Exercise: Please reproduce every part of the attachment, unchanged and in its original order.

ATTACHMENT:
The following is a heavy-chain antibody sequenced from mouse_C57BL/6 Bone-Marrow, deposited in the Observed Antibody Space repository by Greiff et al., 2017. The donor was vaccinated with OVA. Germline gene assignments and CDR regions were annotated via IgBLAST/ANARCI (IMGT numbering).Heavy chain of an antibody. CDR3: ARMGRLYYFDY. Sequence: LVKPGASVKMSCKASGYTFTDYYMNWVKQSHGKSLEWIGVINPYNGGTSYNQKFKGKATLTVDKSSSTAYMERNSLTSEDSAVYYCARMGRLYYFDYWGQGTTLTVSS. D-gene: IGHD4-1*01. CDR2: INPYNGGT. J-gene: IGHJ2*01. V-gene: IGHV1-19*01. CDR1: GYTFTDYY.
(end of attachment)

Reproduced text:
The following is a heavy-chain antibody sequenced from mouse_C57BL/6 Bone-Marrow, deposited in the Observed Antibody Space repository by Greiff et al., 2017. The donor was vaccinated with OVA. Germline gene assignments and CDR regions were annotated via IgBLAST/ANARCI (IMGT numbering).Heavy chain of an antibody. CDR3: ARMGRLYYFDY. Sequence: LVKPGASVKMSCKASGYTFTDYYMNWVKQSHGKSLEWIGVINPYNGGTSYNQKFKGKATLTVDKSSSTAYMERNSLTSEDSAVYYCARMGRLYYFDYWGQGTTLTVSS. D-gene: IGHD4-1*01. CDR2: INPYNGGT. J-gene: IGHJ2*01. V-gene: IGHV1-19*01. CDR1: GYTFTDYY.